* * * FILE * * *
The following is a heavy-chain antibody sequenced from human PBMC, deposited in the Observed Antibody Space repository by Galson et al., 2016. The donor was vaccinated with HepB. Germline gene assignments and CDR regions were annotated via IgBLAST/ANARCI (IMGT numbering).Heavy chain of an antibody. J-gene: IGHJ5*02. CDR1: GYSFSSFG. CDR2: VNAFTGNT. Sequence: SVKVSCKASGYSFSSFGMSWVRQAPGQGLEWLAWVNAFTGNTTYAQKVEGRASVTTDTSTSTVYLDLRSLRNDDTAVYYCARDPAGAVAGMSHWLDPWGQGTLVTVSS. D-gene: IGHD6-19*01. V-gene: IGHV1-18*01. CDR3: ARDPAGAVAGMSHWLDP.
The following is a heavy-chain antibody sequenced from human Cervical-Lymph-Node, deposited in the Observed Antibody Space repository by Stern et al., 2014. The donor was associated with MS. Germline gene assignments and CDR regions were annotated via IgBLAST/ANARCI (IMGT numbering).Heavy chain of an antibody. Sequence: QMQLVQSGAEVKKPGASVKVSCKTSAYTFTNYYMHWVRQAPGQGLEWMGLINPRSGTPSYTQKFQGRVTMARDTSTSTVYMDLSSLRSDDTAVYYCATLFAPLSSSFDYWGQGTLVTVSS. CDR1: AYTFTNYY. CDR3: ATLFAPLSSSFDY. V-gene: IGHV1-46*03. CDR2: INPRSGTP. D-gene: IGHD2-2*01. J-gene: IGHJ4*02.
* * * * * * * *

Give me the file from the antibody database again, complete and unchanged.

The following is a heavy-chain antibody sequenced from human PBMC, deposited in the Observed Antibody Space repository by Galson et al., 2016. The donor was vaccinated with HepB. Germline gene assignments and CDR regions were annotated via IgBLAST/ANARCI (IMGT numbering).Heavy chain of an antibody. J-gene: IGHJ5*02. CDR1: GYSFSSFG. CDR2: VNAFTGNT. Sequence: SVKVSCKASGYSFSSFGMSWVRQAPGQGLEWLAWVNAFTGNTTYAQKVEGRASVTTDTSTSTVYLDLRSLRNDDTAVYYCARDPAGAVAGMSHWLDPWGQGTLVTVSS. D-gene: IGHD6-19*01. V-gene: IGHV1-18*01. CDR3: ARDPAGAVAGMSHWLDP.
The following is a heavy-chain antibody sequenced from human Cervical-Lymph-Node, deposited in the Observed Antibody Space repository by Stern et al., 2014. The donor was associated with MS. Germline gene assignments and CDR regions were annotated via IgBLAST/ANARCI (IMGT numbering).Heavy chain of an antibody. Sequence: QMQLVQSGAEVKKPGASVKVSCKTSAYTFTNYYMHWVRQAPGQGLEWMGLINPRSGTPSYTQKFQGRVTMARDTSTSTVYMDLSSLRSDDTAVYYCATLFAPLSSSFDYWGQGTLVTVSS. CDR1: AYTFTNYY. CDR3: ATLFAPLSSSFDY. V-gene: IGHV1-46*03. CDR2: INPRSGTP. D-gene: IGHD2-2*01. J-gene: IGHJ4*02.